Residential Leases for Landlords Like You

There are many reasons people become landlords.  Being a landlord is a great opportunity to make income while positively affecting the lives of others.  Of course, being a landlord also creates many rights and obligations between you and your tenant.  While you may not be required to have a written lease agreement with your tenant, here are some reasons you should. You Have To by Law

Sometimes Georgia law requires you have a written lease.  This most commonly happens when you agree to rent your property to a tenant for more than one year.  While you could simply “shake on it” and hope for the best, failure to get a multi-year lease in writing will cause problems down the road if you want to enforce the lease in court.


2. It Contains Other Required Items

Having a written residential lease kills many birds with the same stone.  For example, Georgia requires the landlord or other party to provide written notice of (1) the owner of record of the property or agent thereof, and (2) the person authorized to manage the premises.   If your rental property is prone to flooding, you must disclose that in writing as well.  Incorporating these and other required items into a standard lease saves you the hassle of remembering to send or print all other mandatory notices separately.


3. It Protects You From Certain Tenant Claims

Georgia law prohibits you from trying to contract around certain basic landlord and tenant rights and duties.  Putting these rights and duties in your lease agreement protects both you from claims you tried to waive these rights.  For example, your tenant likes language relating to your duty to repair the premises, but you like provisions about eviction and security deposits.  Because you cannot waive any of those provisions by law anyway, include them in the lease.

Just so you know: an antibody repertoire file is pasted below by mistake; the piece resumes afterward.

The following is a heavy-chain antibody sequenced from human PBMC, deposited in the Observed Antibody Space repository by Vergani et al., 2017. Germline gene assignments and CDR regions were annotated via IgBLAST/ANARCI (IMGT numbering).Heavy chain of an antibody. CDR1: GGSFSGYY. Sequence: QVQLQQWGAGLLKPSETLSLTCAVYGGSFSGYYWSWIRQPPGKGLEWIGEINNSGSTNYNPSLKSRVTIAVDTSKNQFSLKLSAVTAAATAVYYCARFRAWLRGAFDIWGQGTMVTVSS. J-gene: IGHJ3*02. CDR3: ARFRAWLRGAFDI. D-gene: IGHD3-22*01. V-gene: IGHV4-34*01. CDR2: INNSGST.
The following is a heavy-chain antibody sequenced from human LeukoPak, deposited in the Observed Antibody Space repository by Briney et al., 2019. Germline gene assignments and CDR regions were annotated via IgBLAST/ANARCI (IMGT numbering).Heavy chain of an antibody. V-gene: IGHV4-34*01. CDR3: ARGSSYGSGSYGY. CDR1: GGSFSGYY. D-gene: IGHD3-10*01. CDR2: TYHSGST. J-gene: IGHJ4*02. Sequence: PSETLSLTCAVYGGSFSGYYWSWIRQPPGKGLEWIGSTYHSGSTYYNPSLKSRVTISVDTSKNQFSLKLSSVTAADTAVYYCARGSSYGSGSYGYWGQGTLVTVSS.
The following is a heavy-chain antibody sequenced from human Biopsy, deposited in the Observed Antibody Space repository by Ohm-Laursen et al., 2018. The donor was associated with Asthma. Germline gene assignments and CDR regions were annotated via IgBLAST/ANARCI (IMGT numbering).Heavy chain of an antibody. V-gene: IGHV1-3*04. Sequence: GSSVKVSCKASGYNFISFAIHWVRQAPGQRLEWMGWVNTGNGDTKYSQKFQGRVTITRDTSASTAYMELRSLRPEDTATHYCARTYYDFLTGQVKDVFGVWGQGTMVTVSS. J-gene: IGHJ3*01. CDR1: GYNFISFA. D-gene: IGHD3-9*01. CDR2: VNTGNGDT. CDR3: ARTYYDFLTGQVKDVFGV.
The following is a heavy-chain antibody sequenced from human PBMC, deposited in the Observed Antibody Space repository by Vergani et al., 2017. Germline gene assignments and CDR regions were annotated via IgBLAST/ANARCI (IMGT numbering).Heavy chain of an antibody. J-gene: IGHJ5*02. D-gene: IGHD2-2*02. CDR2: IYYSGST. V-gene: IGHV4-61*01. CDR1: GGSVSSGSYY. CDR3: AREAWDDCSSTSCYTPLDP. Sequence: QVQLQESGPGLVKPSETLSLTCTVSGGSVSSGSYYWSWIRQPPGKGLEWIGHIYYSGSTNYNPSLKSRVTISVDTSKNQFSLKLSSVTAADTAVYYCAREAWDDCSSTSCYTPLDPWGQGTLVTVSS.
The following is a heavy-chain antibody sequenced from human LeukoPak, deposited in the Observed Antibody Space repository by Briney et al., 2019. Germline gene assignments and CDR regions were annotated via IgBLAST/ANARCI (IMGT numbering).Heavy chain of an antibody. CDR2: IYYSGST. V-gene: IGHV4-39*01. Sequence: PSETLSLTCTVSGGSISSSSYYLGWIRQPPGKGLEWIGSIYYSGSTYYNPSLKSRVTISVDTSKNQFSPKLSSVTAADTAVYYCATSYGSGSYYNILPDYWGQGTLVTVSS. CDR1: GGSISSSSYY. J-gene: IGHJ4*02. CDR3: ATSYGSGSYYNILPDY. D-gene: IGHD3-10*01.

4. It Clarifies and Cements Tenant Rent Terms

Generally, if someone is living on your property with your permission the law implies they should be paying rent, but does not strictly require it.  Rent is the biggest landlord concern, so you should put it in a written lease agreement.  Additionally, your lease can remind tenants that under Georgia law if your rental property is destroyed by no fault of your own, then the tenant remains obligated to pay rent until the lease expires.


5. It Protects Your Right to the Security Deposit

Security deposits give you peace of mind, but there are a few things you must do to make sure you are using them properly.  You can only retain the security deposit for damages to the property not resulting from normal wear and tear.  As such, your lease agreement should include your list of known property defects prior to the tenant’s occupancy.  The tenant should sign defect list after making an inspection.  If you keep any of the security deposit, you must specify the exact reasons based on your former damage list and post occupancy inspection.


6. It Spells Out Your Right to Evict the Tenant

Landlords have the right to evict tenants for failure to pay rent or for staying past the term of their lease.  For failure to pay rent, you can specify a penalty or other condition the tenant must meet before you will begin eviction proceedings.  For a tenant “holding over”, or staying past their lease date, you can specify a penalty or declare a new month-to-month lease has started.  Planning for either contingency is a big reason to formalize your lease in writing.


7. It Lays Out Your Rules for Occupancy

Your lease is a contract.  As such, you are free to spell out the terms and conditions of occupancy so long as they don’t contradict the law or public policy.  Under most circumstances your tenant will have the right to do whatever they want in your rental property.  Having a written lease tells your tenant exactly what you will or will not allow in the property.  Examples of possibly permitted activity including smoking, drinking, partying, keeping pets, and other undesirable activities.  Just be sure things you really care about are enforceable under the lease.

Your rental property is a big investment.  Protect yourself with the peace of mind a formal, written lease agreement provides.

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Thank you for reading this article. The information contained in this article is for discussion purposes only. The information contained in this article is not legal advice upon which you should act and simply reading this article does not make you a client of Norris Legal, L.L.C. or any other law firm. Thank you again.